When Squarespace first met with John Malkovich last spring, the website-building company had no idea the actor was thinking about building his own website.
Squarespace signed up Malkovich to act out a string of David Lynch characters — including “Twin Peaks” detective Dale Cooper, John Merrick from “The Elephant Man,” and Henry Spencer from “Eraserhead” — for its digital marketing push “Playing Lynch.”
Andrew Casalena, Squarespace CEO, told Business Insider it was then that Malkovich said “in passing conversation” that he had started a new fashion line — his third, having begun his career in costume design — and wanted to create a website for his eponymous brand. The website now exists, complete with prominent Squarespace branding.
Casalena said: “When we dug a little deeper into the journey he went through in order to create and establish that line, we realised how similar the story was to so many of our Squarespace customers. This set the wheels in motion for our short film Journey, which is a campaign meant to inspire others to make their next move with Squarespace.”
Now Squarespace is continuing its partnership with Malkovich for its Super Bowl ad. The spot sees an increasingly irritated Malkovich on the phone to the owner of “JohnMalkovich.com”
“You think when people contact the JohnMalkovich.com they’re looking for you? Or maybe, maybe they’re looking for me!” Malkovich snarls in the ad.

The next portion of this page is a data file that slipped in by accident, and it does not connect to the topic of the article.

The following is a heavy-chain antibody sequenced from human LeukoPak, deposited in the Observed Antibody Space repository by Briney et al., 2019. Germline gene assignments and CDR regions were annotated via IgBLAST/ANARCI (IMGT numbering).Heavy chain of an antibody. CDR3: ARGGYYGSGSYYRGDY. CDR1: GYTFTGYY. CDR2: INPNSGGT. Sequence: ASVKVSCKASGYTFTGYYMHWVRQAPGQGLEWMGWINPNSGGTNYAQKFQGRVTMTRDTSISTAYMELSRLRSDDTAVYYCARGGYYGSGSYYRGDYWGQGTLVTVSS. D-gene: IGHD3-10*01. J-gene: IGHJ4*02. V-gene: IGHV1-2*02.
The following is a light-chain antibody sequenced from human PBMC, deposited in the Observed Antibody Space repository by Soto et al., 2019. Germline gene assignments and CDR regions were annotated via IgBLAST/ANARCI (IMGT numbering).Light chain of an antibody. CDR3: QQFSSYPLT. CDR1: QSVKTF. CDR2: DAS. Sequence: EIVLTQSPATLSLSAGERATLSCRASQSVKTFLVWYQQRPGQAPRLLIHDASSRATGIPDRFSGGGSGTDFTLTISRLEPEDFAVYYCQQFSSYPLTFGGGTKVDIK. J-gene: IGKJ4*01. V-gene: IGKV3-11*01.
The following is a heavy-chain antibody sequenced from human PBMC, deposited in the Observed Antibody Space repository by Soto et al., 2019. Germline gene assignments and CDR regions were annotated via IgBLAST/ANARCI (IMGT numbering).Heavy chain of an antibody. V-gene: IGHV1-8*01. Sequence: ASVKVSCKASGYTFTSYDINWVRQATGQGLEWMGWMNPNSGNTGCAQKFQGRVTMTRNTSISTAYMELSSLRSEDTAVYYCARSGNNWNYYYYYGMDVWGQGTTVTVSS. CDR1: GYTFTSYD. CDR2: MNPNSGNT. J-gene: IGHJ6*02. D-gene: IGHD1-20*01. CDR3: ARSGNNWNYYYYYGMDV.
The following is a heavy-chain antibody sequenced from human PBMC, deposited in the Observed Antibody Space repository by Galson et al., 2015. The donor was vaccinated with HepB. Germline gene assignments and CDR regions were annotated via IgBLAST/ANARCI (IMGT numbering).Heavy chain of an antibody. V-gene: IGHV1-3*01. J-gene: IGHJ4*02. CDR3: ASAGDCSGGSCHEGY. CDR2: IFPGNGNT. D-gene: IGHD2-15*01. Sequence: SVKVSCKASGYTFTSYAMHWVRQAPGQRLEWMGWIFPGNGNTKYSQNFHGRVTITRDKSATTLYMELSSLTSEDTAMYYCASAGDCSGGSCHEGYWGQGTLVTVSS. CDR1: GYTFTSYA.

Casalena said he hopes the ad will motivate other people to go out and “stake their claim on the web” and grab their required domains before someone else does.
The Squarespace CEO has loftier ambitions for the ad too: “We also hope that John’s story inspires others to pursue their dream, just like he pursued his by branching out into fashion. We want people to realise, that no matter what their passion or interest is, everyone and anyone with a creative idea can make their next move with Squarespace.”
Super Bowl LI on February 5 will mark the fourth time in a row Squarespace has advertised in the big game. Each year, Super Bowl ad prices increase in value, with big game broadcaster Fox reportedly asking upwards of $5 million for a 30-second slot this time around.
But Casalena thinks it’s a price worth paying: “While it’s definitely an investment, the Super Bowl is a unique opportunity in that people are actually watching the event specifically to see the ads. The audience is huge, and it gives us the chance to do more creatively then we would normally do throughout the year.”
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